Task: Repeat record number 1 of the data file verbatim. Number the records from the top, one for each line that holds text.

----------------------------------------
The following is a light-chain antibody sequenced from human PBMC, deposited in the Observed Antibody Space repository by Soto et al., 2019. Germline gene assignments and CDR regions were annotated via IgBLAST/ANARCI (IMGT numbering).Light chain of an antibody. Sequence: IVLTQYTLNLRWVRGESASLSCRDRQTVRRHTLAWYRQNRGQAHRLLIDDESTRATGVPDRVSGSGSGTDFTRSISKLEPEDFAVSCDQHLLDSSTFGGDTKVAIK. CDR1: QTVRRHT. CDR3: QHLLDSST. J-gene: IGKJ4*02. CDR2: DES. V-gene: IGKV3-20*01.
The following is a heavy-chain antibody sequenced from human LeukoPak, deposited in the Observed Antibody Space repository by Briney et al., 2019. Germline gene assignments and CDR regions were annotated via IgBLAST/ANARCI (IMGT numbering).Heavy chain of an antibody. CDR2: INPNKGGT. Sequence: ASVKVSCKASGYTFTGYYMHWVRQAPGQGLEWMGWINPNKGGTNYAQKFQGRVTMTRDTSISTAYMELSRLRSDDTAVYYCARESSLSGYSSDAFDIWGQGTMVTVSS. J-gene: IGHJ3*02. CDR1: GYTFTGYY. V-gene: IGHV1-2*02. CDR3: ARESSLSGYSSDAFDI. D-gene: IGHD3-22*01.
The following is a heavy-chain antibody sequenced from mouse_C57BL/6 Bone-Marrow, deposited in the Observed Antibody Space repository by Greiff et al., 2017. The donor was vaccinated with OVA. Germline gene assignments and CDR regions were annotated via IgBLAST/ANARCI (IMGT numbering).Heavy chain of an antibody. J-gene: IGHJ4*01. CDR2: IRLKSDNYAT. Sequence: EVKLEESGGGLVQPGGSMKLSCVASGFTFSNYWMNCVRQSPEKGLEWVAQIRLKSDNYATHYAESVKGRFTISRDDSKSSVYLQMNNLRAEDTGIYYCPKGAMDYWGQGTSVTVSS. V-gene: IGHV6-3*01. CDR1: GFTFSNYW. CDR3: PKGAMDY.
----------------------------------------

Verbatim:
The following is a light-chain antibody sequenced from human PBMC, deposited in the Observed Antibody Space repository by Soto et al., 2019. Germline gene assignments and CDR regions were annotated via IgBLAST/ANARCI (IMGT numbering).Light chain of an antibody. Sequence: IVLTQYTLNLRWVRGESASLSCRDRQTVRRHTLAWYRQNRGQAHRLLIDDESTRATGVPDRVSGSGSGTDFTRSISKLEPEDFAVSCDQHLLDSSTFGGDTKVAIK. CDR1: QTVRRHT. CDR3: QHLLDSST. J-gene: IGKJ4*02. CDR2: DES. V-gene: IGKV3-20*01.